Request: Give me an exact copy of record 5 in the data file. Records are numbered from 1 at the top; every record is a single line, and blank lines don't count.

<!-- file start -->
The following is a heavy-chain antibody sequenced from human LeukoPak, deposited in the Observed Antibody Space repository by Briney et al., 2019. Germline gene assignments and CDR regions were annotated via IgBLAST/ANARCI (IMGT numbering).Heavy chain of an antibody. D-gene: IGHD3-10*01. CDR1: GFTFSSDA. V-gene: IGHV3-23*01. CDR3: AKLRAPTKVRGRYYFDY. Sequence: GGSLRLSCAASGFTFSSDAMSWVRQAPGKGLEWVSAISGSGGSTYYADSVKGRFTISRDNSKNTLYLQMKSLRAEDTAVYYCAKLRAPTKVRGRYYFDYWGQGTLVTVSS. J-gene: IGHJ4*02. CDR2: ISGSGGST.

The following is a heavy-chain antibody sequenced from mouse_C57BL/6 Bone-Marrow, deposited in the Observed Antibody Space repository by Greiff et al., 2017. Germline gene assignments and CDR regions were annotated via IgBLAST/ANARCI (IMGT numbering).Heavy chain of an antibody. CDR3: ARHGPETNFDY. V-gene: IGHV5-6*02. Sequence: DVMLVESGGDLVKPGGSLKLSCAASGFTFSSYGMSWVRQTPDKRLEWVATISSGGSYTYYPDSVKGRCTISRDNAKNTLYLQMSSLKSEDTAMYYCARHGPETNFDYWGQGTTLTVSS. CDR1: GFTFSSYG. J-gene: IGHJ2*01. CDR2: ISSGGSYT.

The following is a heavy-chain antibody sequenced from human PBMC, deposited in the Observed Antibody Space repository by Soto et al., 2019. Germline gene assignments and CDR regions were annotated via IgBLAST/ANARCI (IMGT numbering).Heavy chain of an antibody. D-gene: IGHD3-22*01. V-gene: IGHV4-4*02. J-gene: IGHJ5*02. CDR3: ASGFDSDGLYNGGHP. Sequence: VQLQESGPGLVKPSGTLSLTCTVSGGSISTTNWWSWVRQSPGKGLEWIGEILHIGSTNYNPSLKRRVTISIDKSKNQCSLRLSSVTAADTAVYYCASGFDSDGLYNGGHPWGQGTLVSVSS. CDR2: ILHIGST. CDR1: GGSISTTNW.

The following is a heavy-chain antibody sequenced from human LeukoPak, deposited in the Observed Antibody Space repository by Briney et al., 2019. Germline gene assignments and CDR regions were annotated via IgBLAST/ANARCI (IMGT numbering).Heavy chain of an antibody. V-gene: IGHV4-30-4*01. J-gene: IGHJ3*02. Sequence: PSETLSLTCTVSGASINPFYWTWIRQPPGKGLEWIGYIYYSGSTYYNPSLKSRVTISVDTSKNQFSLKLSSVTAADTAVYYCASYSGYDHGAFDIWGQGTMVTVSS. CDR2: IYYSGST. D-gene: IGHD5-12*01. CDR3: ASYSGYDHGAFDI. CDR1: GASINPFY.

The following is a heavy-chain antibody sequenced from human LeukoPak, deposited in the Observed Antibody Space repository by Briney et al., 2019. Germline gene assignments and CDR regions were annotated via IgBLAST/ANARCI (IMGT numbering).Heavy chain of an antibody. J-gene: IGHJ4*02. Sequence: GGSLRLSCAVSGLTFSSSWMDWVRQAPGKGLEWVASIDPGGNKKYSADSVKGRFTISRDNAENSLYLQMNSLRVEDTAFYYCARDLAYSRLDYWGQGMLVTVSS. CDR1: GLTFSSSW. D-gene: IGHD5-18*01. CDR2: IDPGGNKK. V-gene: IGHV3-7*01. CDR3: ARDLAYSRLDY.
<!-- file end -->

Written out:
The following is a heavy-chain antibody sequenced from human LeukoPak, deposited in the Observed Antibody Space repository by Briney et al., 2019. Germline gene assignments and CDR regions were annotated via IgBLAST/ANARCI (IMGT numbering).Heavy chain of an antibody. J-gene: IGHJ4*02. Sequence: GGSLRLSCAVSGLTFSSSWMDWVRQAPGKGLEWVASIDPGGNKKYSADSVKGRFTISRDNAENSLYLQMNSLRVEDTAFYYCARDLAYSRLDYWGQGMLVTVSS. CDR1: GLTFSSSW. D-gene: IGHD5-18*01. CDR2: IDPGGNKK. V-gene: IGHV3-7*01. CDR3: ARDLAYSRLDY.